Gabrieleno Trail, Angeles National Forest – 24 April 2009

Throughout the late 19th and early 20th centuries immigrants new to the Los Angeles Basin colonized the foothills of the San Gabriel Mountain Range with cabins, lodges and tourist camps. Floods in the 1930s washed most of these structures away, but stone staircases, river-rock walls and exploded gardens of Agave americana gone 80 years feral remain.

The Arroyo Seco runs through these ruins for most of the year: Perhaps the most idyllic effect of that era of human habitation is the modest waterfall formed by the 50-foot tall debris dam found at the end of a faded trail that runs north from the Paul Little Picnic Area.

Though it tapers off as it flows down toward Pasadena and the grounds of the Jet Propulsion Laboratory, the creek cuts a riparian canyon lush with mosses, oaks and sycamores through these hills  — hills that are just the beginning of the vast wilderness of the Angeles National Forest — north of the Gould Mesa campground.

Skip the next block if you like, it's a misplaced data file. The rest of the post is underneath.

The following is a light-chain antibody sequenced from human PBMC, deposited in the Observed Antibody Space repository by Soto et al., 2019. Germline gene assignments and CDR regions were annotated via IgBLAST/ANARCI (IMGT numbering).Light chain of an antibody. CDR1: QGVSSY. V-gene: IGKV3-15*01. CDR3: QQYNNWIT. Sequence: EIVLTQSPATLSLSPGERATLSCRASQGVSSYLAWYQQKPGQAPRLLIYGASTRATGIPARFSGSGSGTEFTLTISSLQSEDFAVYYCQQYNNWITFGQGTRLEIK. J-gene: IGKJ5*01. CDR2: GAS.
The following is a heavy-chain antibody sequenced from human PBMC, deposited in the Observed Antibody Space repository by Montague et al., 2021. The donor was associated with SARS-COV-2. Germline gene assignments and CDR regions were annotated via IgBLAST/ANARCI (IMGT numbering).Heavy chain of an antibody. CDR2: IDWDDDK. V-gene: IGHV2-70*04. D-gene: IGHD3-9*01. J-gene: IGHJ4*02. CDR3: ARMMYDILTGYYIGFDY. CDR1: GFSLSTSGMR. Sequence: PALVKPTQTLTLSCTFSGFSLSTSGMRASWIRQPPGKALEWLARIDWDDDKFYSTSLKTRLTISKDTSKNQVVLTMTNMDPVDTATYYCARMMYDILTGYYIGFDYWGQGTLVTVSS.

More Into The Green:

The Sodfather – Altadena, CA – August 2007

Light Pollution Series One: Artificial Night Lighting and Photosynthetic Organisms

Glendale Narrows, Los Angeles River – October 3, 2008

Atwater Village, Los Angeles – September 23, 24 & 29, 2008

Mt. Islip, Angeles National Forest – June 29, 2007

  1. Jose said:

    I’ve lived in Pasadena for 23 years and going to the hahamongna(is that right?) is one of my fav places and bike up the trail to see the waterfall. It is great. I’ve always been fascinated by the rivers that once flowed wild in this wonderful city.

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